“I am endeavoring to put the training I received to good use instead of evil,” she wrote to the individual in October of 2012, according to charges. Witt eventually sent this person her biography and job history, including her “conversion narrative."
Witt began appearing in videos for Iranian broadcasts where she identified herself as a U.S. veteran and criticized the U.S. government, prosecutors said. She attended another New Horizon Organization conference in 2013.
Then, in August of 2013, Witt wrote to her contact as she boarded a flight from Dubai to Tehran: “Coming home.”
According to the indictment, it was around this time that Witt defected and began to receive housing, computer equipment and other goods and services from the Iranian government. She also disclosed the code name and mission of a secret Pentagon program.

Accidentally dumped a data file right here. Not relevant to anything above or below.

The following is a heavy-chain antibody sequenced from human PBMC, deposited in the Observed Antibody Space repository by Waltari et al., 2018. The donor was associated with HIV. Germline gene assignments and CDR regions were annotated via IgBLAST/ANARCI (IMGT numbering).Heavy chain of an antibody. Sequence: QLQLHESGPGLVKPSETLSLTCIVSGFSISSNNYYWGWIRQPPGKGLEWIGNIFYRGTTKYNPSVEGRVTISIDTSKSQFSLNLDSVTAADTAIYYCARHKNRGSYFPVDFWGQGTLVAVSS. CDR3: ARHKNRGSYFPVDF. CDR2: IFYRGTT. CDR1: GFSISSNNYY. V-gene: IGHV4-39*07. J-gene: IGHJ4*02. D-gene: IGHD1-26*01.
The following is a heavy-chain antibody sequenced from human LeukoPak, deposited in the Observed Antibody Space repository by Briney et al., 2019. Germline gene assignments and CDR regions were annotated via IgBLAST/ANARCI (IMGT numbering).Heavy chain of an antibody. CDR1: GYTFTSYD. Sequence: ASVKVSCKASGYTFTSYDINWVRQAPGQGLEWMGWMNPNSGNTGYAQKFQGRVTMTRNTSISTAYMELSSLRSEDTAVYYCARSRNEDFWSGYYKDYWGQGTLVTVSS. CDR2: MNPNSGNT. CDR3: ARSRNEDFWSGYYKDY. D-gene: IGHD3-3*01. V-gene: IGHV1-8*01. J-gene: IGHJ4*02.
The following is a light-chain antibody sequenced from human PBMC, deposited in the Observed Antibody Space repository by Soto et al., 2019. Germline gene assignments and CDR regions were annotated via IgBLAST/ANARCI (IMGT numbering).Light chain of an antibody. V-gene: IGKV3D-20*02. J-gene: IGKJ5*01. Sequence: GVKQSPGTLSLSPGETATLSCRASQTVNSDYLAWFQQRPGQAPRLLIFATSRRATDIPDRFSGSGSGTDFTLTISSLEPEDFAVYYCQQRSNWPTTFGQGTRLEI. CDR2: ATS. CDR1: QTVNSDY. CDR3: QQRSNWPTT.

Witt also used fake Facebook accounts to conduct a number of Facebook searches on her former colleagues and their families, later creating “target packages” for Iran against U.S. counterintelligence officers, prosecutors said.
“Witt’s primary motivation appeared to be ideological,” Jay Tabb, FBI executive assistant for national security, told reporters. “In other words, she decided to turn against the Untied States and shift her loyalties to the government of Iran.”
Prosecutors also accused the Iranian hackers of using false personas to communicate with U.S. government personnel and sending them emails that contained attachments laced with malware.
The Iranian defendants — Mojtaba Masoumpour, Behzad Mesri, Hossein Parvar and Mohamad Paryar — wrote and purchased malware that could log keystrokes, activate a victim’s webcam and “monitor other computer activity,” according to the indictment.
“After engaging online with a target,” the charging document said, the hackers “would and did send links and attachments that … were designed to deploy malware and establish covert, persistent access to the recipient’s computer and associated network.”